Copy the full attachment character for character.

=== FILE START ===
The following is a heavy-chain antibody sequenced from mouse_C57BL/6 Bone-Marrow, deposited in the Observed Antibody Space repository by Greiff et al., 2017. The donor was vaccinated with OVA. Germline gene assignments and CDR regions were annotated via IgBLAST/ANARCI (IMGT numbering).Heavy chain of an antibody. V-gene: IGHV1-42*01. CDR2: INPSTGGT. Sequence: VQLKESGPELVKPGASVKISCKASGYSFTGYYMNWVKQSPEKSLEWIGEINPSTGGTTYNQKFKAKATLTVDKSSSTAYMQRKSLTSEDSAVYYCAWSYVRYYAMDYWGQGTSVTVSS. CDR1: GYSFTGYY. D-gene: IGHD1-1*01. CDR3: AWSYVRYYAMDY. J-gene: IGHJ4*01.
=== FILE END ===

The following is a heavy-chain antibody sequenced from mouse_C57BL/6 Bone-Marrow, deposited in the Observed Antibody Space repository by Greiff et al., 2017. The donor was vaccinated with OVA. Germline gene assignments and CDR regions were annotated via IgBLAST/ANARCI (IMGT numbering).Heavy chain of an antibody. V-gene: IGHV1-42*01. CDR2: INPSTGGT. Sequence: VQLKESGPELVKPGASVKISCKASGYSFTGYYMNWVKQSPEKSLEWIGEINPSTGGTTYNQKFKAKATLTVDKSSSTAYMQRKSLTSEDSAVYYCAWSYVRYYAMDYWGQGTSVTVSS. CDR1: GYSFTGYY. D-gene: IGHD1-1*01. CDR3: AWSYVRYYAMDY. J-gene: IGHJ4*01.